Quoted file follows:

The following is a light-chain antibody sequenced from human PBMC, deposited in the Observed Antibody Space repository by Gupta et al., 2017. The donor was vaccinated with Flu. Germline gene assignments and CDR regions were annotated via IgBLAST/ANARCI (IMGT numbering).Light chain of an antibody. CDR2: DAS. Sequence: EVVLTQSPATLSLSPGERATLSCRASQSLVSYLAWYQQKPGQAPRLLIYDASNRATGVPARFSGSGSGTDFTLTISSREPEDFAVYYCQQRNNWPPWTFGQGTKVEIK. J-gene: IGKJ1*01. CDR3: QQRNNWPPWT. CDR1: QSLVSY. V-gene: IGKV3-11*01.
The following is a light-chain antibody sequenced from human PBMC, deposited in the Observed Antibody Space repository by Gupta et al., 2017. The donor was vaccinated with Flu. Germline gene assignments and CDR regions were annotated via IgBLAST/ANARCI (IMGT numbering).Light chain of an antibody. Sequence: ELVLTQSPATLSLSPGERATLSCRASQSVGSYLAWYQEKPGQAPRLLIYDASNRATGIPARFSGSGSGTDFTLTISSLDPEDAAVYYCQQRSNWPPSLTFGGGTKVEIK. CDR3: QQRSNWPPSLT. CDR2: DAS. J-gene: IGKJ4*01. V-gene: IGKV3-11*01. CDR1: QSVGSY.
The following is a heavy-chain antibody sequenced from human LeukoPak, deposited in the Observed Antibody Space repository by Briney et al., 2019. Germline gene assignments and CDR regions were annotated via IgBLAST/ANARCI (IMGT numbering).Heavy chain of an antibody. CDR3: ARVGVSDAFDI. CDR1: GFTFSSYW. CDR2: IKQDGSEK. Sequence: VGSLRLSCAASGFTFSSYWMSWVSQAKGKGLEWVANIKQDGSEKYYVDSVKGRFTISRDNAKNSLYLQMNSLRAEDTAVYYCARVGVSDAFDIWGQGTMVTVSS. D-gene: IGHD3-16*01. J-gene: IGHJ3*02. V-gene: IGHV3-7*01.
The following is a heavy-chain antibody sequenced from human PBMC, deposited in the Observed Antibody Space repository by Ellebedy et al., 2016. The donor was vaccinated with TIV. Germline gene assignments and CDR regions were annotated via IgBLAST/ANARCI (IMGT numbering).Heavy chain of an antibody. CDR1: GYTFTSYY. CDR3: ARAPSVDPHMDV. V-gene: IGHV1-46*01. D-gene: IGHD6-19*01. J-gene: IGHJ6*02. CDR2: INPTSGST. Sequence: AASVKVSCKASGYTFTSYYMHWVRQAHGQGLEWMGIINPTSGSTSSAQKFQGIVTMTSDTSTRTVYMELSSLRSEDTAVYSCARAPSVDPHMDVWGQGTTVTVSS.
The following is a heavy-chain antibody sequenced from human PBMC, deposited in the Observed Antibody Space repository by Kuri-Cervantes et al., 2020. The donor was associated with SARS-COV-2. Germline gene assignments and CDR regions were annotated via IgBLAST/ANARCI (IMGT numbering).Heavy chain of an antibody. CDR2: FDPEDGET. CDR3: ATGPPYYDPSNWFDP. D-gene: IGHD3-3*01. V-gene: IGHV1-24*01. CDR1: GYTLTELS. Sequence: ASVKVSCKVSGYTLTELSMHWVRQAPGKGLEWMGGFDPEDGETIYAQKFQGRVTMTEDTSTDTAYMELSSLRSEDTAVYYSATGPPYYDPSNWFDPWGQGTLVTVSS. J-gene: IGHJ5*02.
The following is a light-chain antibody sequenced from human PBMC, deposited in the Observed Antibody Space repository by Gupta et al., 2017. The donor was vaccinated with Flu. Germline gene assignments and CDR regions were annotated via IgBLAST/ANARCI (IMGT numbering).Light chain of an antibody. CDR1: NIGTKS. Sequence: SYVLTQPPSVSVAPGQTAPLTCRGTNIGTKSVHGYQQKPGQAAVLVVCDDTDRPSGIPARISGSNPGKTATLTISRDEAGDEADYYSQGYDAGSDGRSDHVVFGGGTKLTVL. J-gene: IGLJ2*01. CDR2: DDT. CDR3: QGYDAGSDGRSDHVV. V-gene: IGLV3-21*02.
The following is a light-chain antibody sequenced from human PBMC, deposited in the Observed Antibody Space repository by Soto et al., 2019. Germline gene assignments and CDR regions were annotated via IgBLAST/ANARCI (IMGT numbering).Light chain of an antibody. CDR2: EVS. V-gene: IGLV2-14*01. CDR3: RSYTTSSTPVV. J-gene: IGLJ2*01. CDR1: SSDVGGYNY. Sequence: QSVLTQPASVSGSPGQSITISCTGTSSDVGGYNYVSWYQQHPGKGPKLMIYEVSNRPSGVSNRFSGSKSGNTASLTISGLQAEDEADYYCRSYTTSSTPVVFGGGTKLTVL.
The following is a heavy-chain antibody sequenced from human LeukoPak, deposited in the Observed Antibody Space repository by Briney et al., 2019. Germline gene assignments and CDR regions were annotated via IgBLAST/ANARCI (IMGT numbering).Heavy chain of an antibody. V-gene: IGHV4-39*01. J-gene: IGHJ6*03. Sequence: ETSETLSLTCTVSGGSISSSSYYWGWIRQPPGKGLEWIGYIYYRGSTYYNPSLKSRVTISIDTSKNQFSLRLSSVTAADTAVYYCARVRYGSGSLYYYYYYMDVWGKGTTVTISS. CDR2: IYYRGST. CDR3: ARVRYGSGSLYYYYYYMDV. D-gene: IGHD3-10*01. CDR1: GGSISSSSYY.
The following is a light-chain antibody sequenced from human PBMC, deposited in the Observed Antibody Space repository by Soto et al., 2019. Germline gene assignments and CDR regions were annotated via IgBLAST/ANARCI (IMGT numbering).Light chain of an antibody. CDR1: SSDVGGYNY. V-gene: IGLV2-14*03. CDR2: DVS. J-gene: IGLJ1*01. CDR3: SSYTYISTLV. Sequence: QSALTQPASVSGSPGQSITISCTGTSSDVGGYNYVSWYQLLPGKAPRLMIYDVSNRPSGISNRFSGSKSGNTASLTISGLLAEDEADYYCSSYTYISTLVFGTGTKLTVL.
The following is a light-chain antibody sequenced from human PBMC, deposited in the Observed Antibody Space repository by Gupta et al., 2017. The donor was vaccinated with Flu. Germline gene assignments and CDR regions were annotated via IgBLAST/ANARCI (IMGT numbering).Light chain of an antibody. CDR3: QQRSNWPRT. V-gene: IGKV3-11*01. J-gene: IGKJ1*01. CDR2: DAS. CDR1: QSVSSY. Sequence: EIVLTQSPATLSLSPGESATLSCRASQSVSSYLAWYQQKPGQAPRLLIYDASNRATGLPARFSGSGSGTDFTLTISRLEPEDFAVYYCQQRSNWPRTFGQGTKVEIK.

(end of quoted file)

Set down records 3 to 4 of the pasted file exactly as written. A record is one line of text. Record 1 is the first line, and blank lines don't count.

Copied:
The following is a heavy-chain antibody sequenced from human LeukoPak, deposited in the Observed Antibody Space repository by Briney et al., 2019. Germline gene assignments and CDR regions were annotated via IgBLAST/ANARCI (IMGT numbering).Heavy chain of an antibody. CDR3: ARVGVSDAFDI. CDR1: GFTFSSYW. CDR2: IKQDGSEK. Sequence: VGSLRLSCAASGFTFSSYWMSWVSQAKGKGLEWVANIKQDGSEKYYVDSVKGRFTISRDNAKNSLYLQMNSLRAEDTAVYYCARVGVSDAFDIWGQGTMVTVSS. D-gene: IGHD3-16*01. J-gene: IGHJ3*02. V-gene: IGHV3-7*01.
The following is a heavy-chain antibody sequenced from human PBMC, deposited in the Observed Antibody Space repository by Ellebedy et al., 2016. The donor was vaccinated with TIV. Germline gene assignments and CDR regions were annotated via IgBLAST/ANARCI (IMGT numbering).Heavy chain of an antibody. CDR1: GYTFTSYY. CDR3: ARAPSVDPHMDV. V-gene: IGHV1-46*01. D-gene: IGHD6-19*01. J-gene: IGHJ6*02. CDR2: INPTSGST. Sequence: AASVKVSCKASGYTFTSYYMHWVRQAHGQGLEWMGIINPTSGSTSSAQKFQGIVTMTSDTSTRTVYMELSSLRSEDTAVYSCARAPSVDPHMDVWGQGTTVTVSS.